The controversy has a few parts. For example, there is the accusation that Cushman and his staff “silenced” Koch critics. Josh McCabe, a sociologist and assistant dean at Endicott College, pointed out this is simply incorrect. As one of the staff at the Freedom Project, he was directly responsible for the academic programming. For example, in a response to critics in National Review, McCabe points out that he invited a political scientist whose research is highly critical of the Kochs. He also invited a number of sociologists, almost all of whom are political liberal and very likely to be critics of the Koch’s politics. This includes Elizabeth Popp Berman, who writes for this blog, and Cornell sociologist Kim Weeden.

Now, I want to talk about my experience. Twice, I was invited to speak at the Freedom Project. The first time, I spoke about whether social movements promote freedom. I argued that it’s mixed – some do and some don’t. The second time, I gave a talk about the “common grounds” argument for open borders. This is the idea that conservatives and liberals should both be in favor of free migration.

Each time I visited, I came during the winter “intersession.” For about a week, fifteen undergraduates read together, debated, and listen to outside speakers, including myself. When I visited the class, the students were engaged. When I asked about their political leanings, the average would probably be described as “Hillary Clinton” democrat. Of course, I wanted them to agree with my views – but many didn’t and there was much active debate.

I also got to meet other speakers. I did meet many who were conservative and libertarian. But I also sat in on a lecture by one of Wellesley’s philosophy professors, who actually produced arguments *against* unrestricted free speech. I also met Nadya Hajj, who gave an incredibly engaging talk about how people maintain Palestinian economy and community in the occupied territories.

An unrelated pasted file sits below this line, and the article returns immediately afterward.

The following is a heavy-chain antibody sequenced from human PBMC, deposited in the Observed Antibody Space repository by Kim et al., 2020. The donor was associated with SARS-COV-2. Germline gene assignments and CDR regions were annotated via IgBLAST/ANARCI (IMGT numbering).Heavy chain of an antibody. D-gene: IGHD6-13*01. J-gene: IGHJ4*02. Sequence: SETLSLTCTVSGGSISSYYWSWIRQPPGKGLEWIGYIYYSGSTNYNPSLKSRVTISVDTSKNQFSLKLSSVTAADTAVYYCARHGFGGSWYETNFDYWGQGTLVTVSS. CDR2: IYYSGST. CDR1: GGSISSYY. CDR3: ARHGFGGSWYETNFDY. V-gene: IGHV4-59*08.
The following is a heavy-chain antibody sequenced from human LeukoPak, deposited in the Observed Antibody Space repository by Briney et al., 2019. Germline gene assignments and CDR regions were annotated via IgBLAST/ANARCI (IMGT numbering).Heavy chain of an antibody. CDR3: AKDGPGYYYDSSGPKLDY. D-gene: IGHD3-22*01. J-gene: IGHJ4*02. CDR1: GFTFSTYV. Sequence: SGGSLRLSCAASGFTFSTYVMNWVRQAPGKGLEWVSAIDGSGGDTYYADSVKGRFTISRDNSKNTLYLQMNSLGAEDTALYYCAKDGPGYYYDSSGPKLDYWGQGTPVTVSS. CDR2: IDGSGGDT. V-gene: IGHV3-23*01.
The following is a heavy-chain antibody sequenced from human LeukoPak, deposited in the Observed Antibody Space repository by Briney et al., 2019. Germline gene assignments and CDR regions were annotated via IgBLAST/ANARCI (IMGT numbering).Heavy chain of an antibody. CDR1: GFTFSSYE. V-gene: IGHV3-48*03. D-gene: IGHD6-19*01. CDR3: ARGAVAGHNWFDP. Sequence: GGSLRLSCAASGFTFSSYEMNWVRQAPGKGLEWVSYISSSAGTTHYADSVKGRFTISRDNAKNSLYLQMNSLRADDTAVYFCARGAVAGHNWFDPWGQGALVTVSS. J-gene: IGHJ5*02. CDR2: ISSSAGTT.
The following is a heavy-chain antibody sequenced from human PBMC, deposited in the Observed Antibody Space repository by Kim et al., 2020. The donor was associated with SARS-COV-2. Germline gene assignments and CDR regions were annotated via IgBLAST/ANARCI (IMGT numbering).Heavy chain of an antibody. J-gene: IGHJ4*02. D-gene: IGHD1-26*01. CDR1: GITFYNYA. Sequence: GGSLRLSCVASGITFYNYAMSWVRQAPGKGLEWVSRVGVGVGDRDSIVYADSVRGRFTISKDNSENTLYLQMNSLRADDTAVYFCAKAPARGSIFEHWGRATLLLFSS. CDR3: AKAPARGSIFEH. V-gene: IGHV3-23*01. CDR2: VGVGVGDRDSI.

During my last trip, I set aside some time to interview one of the staff at Wellesley’s art museum because I am working on a project about the careers of visual artists. During my interview, I was told that Tom Cushman was one of the faculty members who defended some controversial art that had been brought to the campus a few years back. That is important to know because Professor Cushman is not merely defending his free speech rights, but he defends the rights of others.

That was my experience. The Freedom Project is one professor’s attempt to bring a discussion of freedom to one of America’s greatest colleges. People of many different views and academic disciplines were brought in, the students vigorously debated the issues. It is funded by conservative and libertarians donors. That, by itself, is not a problem as long as donors do not direct the academic content of the unit.

50+ chapters of grad skool advice goodness: Grad Skool Rulz ($4.44 – cheap!!!!)/Theory for the Working Sociologist (discount code: ROJAS – 30% off!!)/From Black Power/Party in the Street / Read Contexts Magazine– It’s Awesome! 

Written by fabiorojas

April 2, 2018 at 4:01 am